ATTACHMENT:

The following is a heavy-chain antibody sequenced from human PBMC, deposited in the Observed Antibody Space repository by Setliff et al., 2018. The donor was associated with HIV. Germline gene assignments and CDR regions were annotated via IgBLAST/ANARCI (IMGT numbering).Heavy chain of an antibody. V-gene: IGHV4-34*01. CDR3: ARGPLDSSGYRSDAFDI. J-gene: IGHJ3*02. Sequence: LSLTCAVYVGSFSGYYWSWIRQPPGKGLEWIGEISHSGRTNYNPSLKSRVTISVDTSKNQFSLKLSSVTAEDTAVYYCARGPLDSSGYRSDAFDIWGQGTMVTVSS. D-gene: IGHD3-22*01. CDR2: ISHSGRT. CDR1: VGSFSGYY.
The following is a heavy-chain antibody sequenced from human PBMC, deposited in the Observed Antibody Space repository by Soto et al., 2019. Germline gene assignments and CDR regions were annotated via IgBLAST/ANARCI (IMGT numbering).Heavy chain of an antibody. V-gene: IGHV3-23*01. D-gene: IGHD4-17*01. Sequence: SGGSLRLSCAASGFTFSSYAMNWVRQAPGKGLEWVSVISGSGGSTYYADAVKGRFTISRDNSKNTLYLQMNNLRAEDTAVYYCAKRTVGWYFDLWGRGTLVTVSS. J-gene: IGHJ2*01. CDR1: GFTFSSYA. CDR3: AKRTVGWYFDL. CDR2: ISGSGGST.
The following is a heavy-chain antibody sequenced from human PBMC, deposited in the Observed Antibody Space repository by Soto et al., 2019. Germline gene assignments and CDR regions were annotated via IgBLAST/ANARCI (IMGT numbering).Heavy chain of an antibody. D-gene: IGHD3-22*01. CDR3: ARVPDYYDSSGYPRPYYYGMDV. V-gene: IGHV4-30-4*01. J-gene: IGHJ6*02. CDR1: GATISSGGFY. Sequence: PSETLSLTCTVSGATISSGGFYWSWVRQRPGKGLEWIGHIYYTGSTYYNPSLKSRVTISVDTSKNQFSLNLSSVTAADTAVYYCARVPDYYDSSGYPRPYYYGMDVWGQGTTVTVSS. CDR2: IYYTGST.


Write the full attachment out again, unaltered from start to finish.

The following is a heavy-chain antibody sequenced from human PBMC, deposited in the Observed Antibody Space repository by Setliff et al., 2018. The donor was associated with HIV. Germline gene assignments and CDR regions were annotated via IgBLAST/ANARCI (IMGT numbering).Heavy chain of an antibody. V-gene: IGHV4-34*01. CDR3: ARGPLDSSGYRSDAFDI. J-gene: IGHJ3*02. Sequence: LSLTCAVYVGSFSGYYWSWIRQPPGKGLEWIGEISHSGRTNYNPSLKSRVTISVDTSKNQFSLKLSSVTAEDTAVYYCARGPLDSSGYRSDAFDIWGQGTMVTVSS. D-gene: IGHD3-22*01. CDR2: ISHSGRT. CDR1: VGSFSGYY.
The following is a heavy-chain antibody sequenced from human PBMC, deposited in the Observed Antibody Space repository by Soto et al., 2019. Germline gene assignments and CDR regions were annotated via IgBLAST/ANARCI (IMGT numbering).Heavy chain of an antibody. V-gene: IGHV3-23*01. D-gene: IGHD4-17*01. Sequence: SGGSLRLSCAASGFTFSSYAMNWVRQAPGKGLEWVSVISGSGGSTYYADAVKGRFTISRDNSKNTLYLQMNNLRAEDTAVYYCAKRTVGWYFDLWGRGTLVTVSS. J-gene: IGHJ2*01. CDR1: GFTFSSYA. CDR3: AKRTVGWYFDL. CDR2: ISGSGGST.
The following is a heavy-chain antibody sequenced from human PBMC, deposited in the Observed Antibody Space repository by Soto et al., 2019. Germline gene assignments and CDR regions were annotated via IgBLAST/ANARCI (IMGT numbering).Heavy chain of an antibody. D-gene: IGHD3-22*01. CDR3: ARVPDYYDSSGYPRPYYYGMDV. V-gene: IGHV4-30-4*01. J-gene: IGHJ6*02. CDR1: GATISSGGFY. Sequence: PSETLSLTCTVSGATISSGGFYWSWVRQRPGKGLEWIGHIYYTGSTYYNPSLKSRVTISVDTSKNQFSLNLSSVTAADTAVYYCARVPDYYDSSGYPRPYYYGMDVWGQGTTVTVSS. CDR2: IYYTGST.